• Some groups of Humpback whales that migrate up to equatorial latitudes along the coast of Ecuador can sometimes be seen around the Galapagos.
  • Sea bird communities are very active (breeding), especially the Blue footed boobies on Española. Flightless cormorants perform beautiful courtship rituals and nesting activities on Fernandina.
  • American oyster catchers start nesting along the shorelines.
  • Lava lizards initiate mating rituals until November
  • Cetaceans (whales & dolphins) are more likely to be observed, especially off the western coast of Isabela
  • Great month to see the four stages of nesting in Blue footed boobies: eggs, chicks and juveniles.
  • Galapagos hawks begin courting
  • Nazca (masked) boobies and Swallow-tailed gulls begin to nest
  • Migrant shore birds start to arrive, and stay on the islands until March
  • Giant tortoises return to the highlands
  • Pupping season (births) of sea lions has started. Western and central islands are common places for such sightings.
  • Peak of the cold (garúa) season
  • Galapagos Penguins show remarkable activity: awkward and clumsy on land but torpedo-like while underwater.
  • Sea lions are very active. Females have reached estrus stage, and so harem-gathering males are constantly barking and fighting. Shore fighting is heavy.
  • Most species of sea birds remain quite active at their nesting sites.
  • Lava herons start nesting until March
  • The Galapagos Fur Sea lions begin their mating period
  • Blue footed boobies raise their chicks. Two young are always born, but the weaker is pushed out of the nest and left to die!
  • Giant tortoises are still laying eggs
  • Sunrises in the west can be quite beautiful after the garúa covers only certain locations of the western volcanoes.
  • Pupping of sea lions continue.
  • Sea lions are sexually active on the eastern part of the archipelago.
  • Breeding season for the brown noddies
  • Some species of jellyfish can be seen around the islands. The genus Physalia is commonly seen floating around.
  • Band-rumped storm petrels begin their second nesting period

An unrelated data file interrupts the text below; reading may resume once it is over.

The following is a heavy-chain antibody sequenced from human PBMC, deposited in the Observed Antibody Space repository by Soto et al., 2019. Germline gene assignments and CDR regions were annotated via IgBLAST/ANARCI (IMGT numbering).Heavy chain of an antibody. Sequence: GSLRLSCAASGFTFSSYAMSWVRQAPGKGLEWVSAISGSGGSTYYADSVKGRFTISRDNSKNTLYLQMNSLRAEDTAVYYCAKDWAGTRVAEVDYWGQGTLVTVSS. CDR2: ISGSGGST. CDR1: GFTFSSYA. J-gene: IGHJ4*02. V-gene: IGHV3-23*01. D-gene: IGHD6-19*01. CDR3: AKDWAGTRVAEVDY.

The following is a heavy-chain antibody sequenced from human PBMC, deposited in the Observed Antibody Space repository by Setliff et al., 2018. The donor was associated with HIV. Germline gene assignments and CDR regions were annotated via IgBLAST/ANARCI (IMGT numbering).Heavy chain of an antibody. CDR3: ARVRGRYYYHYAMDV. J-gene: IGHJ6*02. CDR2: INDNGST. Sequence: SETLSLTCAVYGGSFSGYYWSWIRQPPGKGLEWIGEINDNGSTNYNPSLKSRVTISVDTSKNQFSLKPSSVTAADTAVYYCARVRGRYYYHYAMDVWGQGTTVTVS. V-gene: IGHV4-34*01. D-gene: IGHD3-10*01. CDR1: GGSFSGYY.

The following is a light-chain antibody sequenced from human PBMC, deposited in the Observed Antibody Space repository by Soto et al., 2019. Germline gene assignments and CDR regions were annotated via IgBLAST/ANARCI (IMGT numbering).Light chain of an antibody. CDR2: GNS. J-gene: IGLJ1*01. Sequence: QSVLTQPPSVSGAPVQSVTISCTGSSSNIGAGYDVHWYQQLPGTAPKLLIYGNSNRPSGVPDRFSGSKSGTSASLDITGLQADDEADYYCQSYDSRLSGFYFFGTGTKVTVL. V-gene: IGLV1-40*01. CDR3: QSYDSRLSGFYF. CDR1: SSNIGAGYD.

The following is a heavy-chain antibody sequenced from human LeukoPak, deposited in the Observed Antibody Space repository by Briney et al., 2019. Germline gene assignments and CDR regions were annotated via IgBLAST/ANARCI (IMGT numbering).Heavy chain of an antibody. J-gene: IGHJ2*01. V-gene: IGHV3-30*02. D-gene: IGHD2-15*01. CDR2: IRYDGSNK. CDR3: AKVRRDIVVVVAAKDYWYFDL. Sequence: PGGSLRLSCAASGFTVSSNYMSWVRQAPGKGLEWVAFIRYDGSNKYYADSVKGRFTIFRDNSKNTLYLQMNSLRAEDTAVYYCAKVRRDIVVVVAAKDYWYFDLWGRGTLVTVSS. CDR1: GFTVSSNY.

• Generally great weather due to transition between one season and the next one. Not too hot nor too cold. Good underwater visibility
  • Hot/Rainy Season (From December through May)
  • Air Temperature: Average air temperature in December is 25.4°C ( 77°F ), while in May is 26.8°C ( 80°F ). Peak month is March with 29.1°C ( 84°F ). Humidity fluctuates between 65% – 80%.
  • Water Temperature: Average surface water temperature in December is 23.2°C ( 74°F ), while in May is 24.5°C ( 76°F ). Peak month is March with 25.5°C (78°F). Visibility of the water ranges from 30 to 80 feet. In unusually warm years (like El Niño years) waters can even reach 29°C (84°F).
  • Precipitation (rainfall): ranges from 38 mm (December) to 62 mm (May), with its peak rainy at 87 mm (March). While this season is the one that gives rain to the islands, it should not be sold as the “rainy” season. Tropical showers are not too overwhelming, and a typical day may include a shower or two that will only last for an hour or so. There are times where for a whole week not a raindrop is experienced. The ocean is generally calm due to the absence of the south east trade winds.
  • Biological implications: all species which are land-based (like finches, mockingbirds, lizards, land iguanas, tortoises) will reproduce at this time of the year since there are plenty of food sources available: plants for insects, seeds for finches, flowers for iguanas, etc.
    • Hatching of giant tortoise’s eggs begins and lasts until April
    • Green sea turtles display their mating behavior
    • The rainy season begins, all of the plants of the dry zone produce leaves. Galapagos becomes “green”.
    • The first young waved albatrosses fledge